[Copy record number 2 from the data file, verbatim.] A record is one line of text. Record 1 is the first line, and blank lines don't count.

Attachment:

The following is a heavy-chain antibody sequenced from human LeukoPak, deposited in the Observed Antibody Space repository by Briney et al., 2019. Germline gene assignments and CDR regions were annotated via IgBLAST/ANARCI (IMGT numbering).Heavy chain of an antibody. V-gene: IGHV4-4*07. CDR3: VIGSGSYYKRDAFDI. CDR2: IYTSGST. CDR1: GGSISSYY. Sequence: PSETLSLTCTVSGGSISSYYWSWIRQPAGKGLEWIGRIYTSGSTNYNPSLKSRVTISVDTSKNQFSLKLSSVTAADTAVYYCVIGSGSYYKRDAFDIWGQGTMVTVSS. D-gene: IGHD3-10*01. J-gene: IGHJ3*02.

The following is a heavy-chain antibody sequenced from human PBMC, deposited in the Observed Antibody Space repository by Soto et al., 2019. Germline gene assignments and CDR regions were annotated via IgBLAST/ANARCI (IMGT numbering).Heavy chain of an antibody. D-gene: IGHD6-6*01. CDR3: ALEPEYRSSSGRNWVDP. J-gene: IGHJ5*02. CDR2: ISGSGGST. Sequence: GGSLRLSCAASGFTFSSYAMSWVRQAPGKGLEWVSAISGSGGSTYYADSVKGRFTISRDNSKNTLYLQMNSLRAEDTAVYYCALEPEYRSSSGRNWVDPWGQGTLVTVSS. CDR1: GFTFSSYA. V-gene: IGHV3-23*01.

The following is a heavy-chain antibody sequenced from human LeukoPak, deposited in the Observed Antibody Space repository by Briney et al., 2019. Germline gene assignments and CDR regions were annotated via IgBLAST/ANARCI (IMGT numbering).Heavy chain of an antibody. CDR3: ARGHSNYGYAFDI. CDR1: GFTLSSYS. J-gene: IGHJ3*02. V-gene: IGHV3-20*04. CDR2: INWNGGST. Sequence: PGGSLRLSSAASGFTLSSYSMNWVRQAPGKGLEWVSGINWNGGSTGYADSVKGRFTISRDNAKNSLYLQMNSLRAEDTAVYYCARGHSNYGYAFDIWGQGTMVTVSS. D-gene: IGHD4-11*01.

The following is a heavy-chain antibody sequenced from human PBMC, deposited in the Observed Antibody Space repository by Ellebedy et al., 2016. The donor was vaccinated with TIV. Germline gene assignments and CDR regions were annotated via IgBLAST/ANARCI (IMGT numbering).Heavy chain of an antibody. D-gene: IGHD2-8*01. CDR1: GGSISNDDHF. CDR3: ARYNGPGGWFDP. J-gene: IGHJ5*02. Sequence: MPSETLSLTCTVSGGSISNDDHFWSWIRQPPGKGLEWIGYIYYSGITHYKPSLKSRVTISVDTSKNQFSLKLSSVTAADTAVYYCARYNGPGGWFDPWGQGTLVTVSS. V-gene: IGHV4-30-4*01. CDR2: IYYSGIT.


The following is a heavy-chain antibody sequenced from human PBMC, deposited in the Observed Antibody Space repository by Soto et al., 2019. Germline gene assignments and CDR regions were annotated via IgBLAST/ANARCI (IMGT numbering).Heavy chain of an antibody. D-gene: IGHD6-6*01. CDR3: ALEPEYRSSSGRNWVDP. J-gene: IGHJ5*02. CDR2: ISGSGGST. Sequence: GGSLRLSCAASGFTFSSYAMSWVRQAPGKGLEWVSAISGSGGSTYYADSVKGRFTISRDNSKNTLYLQMNSLRAEDTAVYYCALEPEYRSSSGRNWVDPWGQGTLVTVSS. CDR1: GFTFSSYA. V-gene: IGHV3-23*01.